b) yes  older people seem like they should get different rates for life insurance than younger people, and older should mean more expensive (so positive association) c) age explains premium because, on average, old people live shorter lives than young people  a) every dot represents an individual; in this case, a kid
b) yes, as kids grow they wear bigger shoes and read better (so positive association) c) the lurking variable is age, because older kids read better and grow their feet!  a) every dot represents a measurement in time comparing age and a current rate; this is not as easy as the other questions because we are plotting the rate, or average number of accidents, for people of a given age, instead of just plotting individuals
b) yes, I think that older people are less likely to see well or drive the right speed and so are more likely to get in accidents c) age explains driving accidents (see above)  a) every dot represents a new measurement of # of people taken at a different time (when we look at time instead of individuals, it is often called a time plot)
b) yes  more people sleep at night, and the temperature is usually lower at night, so there is an inverse relationship (negative association) c) both are a response to time of day, though temperature may be considered more a cause than # of sleepers  a) every dot represents a new monthly bill  how much it cost and how much power was used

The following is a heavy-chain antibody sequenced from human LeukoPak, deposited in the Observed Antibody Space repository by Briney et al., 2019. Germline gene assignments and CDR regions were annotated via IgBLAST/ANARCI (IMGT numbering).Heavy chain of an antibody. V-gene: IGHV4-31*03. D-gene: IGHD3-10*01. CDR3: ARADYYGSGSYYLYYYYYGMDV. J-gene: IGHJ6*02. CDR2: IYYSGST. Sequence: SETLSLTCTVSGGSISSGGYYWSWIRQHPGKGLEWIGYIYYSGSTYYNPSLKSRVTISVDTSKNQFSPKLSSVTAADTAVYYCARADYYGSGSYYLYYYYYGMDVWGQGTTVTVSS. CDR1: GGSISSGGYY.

b) yes  more power = larger bill, so positive correlation c) the power company charges you based on how much you use, so usage causes the bill  a) age when smoking stopped (xaxis) affects the risk of lung cancer (yaxis)
b) do what you see below, but do it by hand. Age when 75yearolds stopped smoking vs. percent with lung cancer c) d) yes there is a relationship  it looks exponential/logarithmic; r ≈ 0.9 (the points still form a pretty straight line) e) r = 0.896, r^{2} = 0.803 r is a measure of how well the data form a straight line; in this problem, the data forms a fairly straight line with a positive slope r^{2} is how much x explains the variation in y; in this problem: the age at which smoking ceased explains 80% of the variation in cumulative risk of lung cancer f) y = 0.212x  2.955 g) To do the drawing, calculate endpoints of a line: for x=0: y=0.212(0)2.955=2.955 for x=75: y=0.212(75)2.955=12.945 SO plot the points (0,2.955) and (75,12.945) and draw a line through them. h) Each additional year that someone keeps smoking is linked to an increased cumulative risk of lung cancer of 0.212%. i) If a person quit smoking at age 0 (i.e. they never started smoking), they would have a cumulative risk of lung cancer of 2.955%. This does not make sense (0% risk is the lowest you can go), but it is NOT extrapolation. Our lowest xvalue is an age of 0, so it is interpolation and it has a small residual. j) Predicted: y=0.212(30)2.955=3.405, Actual: 1.1 Residual: 1.1  3.405 = 2.305 (note that it is negative...residuals do that sometimes) k) It is an outlier because it is a ways off of the pattern (especially the trend line). It is not super influential because it falls nearby other data points, not off in space alone. l) It is not an outlier  it is almost on the trend line. However, it has a lot of influence over the trend line.